After that, Ed made sure to get as many spacewalks as he could. Weeks went by, but the need to see her again never faded. If anything, it grew stronger and stronger the longer he waited. She appeared a few more times after that, but it was always too brief. All his free time he spent fantasizing about her, hearing her voice, touching her skin, tasting her lips. She was driving him mad.

He’d snuck out while the rest of the crew slept when she appeared that final time. He blinked a couple times, not quite trusting his own eyes. There was more of her this time, more definition. Her arms ended in fingers instead of wispy trails and her legs … well, that’s about when his brain shut down again.

Her head cocked and a ridiculous grin spread across his face. Then she spoke. It was like a jolt to his spine, so beautiful it struck him like lightning. He couldn’t understand any of it, but that didn’t stop him from reaching for her. His whole body ached to touch her, to hold her.

Her eyes widened as he neared. That tempting mouth started babbling a mile a minute and her hands fluttered around anxiously. All he could think was how adorable she looked, but he held back, not wanting to spook her. He waited as her rambling tapered off. She met his eyes, then seemed to take a deep breath and tentatively took his hand.

He felt a brief tugging before being sucked through her and into unconsciousness.

Later on he learned that he’d been pulled through the barrier to her alternate universe. When he came to, it was to smooth, bright colored trees which turned out to be huge strands of fur. Light fluff all over the ground that he eventually learned was dander. But what he’d truly never gotten used to was Savensa.

She’d appeared seconds after he’d first opened his eyes in that world. As if the world itself wasn’t amazing enough, seeing her in full form had nearly knocked him out. She’d begun rambling and fluttering again. And it looked so damn cute on her, he didn’t bother to check if he could breathe the air before ripping off his helmet and covering that pretty, golden mouth with his own. She froze, and he silently cursed himself for being too forward. Then like chocolate held too long in his hand, she melted against him, filling in all his cracks.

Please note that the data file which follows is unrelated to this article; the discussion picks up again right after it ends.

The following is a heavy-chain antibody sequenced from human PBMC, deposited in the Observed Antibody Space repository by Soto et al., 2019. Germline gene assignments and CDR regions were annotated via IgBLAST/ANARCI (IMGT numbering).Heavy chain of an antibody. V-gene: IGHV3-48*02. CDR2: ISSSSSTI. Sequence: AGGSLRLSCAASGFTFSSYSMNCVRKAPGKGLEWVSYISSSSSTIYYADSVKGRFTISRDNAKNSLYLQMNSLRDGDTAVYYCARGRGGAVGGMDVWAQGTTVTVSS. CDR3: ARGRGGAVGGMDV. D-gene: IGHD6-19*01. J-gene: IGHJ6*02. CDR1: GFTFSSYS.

He swept his fingers into her glittering, silver hair, groaning when they tingled like cold hands under hot water. He pressed her to him, clutching a fistful of her petal soft dress. Finally holding her, finally kissing her; it felt like coming home. Which only made their abrupt separation some time later more painful.

He still had no answers for why he’d been ripped back through the barrier so soon after coming through. He hadn’t had nearly enough time with her. But he hadn’t given up so easily. He’d spent every minute since leaving her world looking for another way back in. Every spacewalk he lingered in the hope that she would appear. Every quadrant of the system in which they’d met he’d mapped and scoured.

And now, after all the years, he found himself listening to a bunch of knuckleheads scoffing at a fantasy he’d never stopped believing in.

He knocked back the last drips of his beer and tossed the empty bottle into the smart bar’s recycle chute. His sore muscles strained as he stood and turned to the greenhorn and his buddies.

“I hear you saw a siren of the void. Mind tellin’ me where?”

They all blinked up at him stupidly. After a quiet minute, the greenhorn stuttered out the coordinates. Ed nodded his thanks and stomped back out of the bar, suddenly tempted to throw out a fist pump. He was finally going home.

Husbands

This is another story inspired by the Jesus bracelet. See this earlier post for the picture and explanation.

        I slid my plane ticket onto the attendant’s desk, not bothering to look up from the email I was skimming on my phone.  I’d hoped to have at least one night to recoup after this trip.  Maybe I’d have even spent it at home with my wife.  I couldn’t remember the last home cooked meal I’d eaten.  Then again, home wasn’t as relaxing as it used to be.
        It didn’t really matter anymore, though, since I wouldn’t be getting that night anyway.  A good reporter followed the news.  And according to the email, the news was halfway across the country.
       I spared the attendant a glance to retrieve my ticket and shuffled my way onto the plane.  My small suitcase slid easily into the overhead compartment and I slumped into my window seat.  I considered pulling out my laptop to confirm the details of this additional, last minute trip and the breaking news I’d be covering.  Then I saw the first batch of travelers I’d be stuck with for the next two hours and tucked my briefcase under the seat in front of me instead.  Working on my phone would generate enough sour looks from this bunch without needing to add more technology.
        As more and more of them piled onto the plane, I noticed a lot of them carrying on large, group conversations.  And those groups merged and split like cells as they all found their seats. I rolled my eyes and groaned.  It was going to be a long two hours.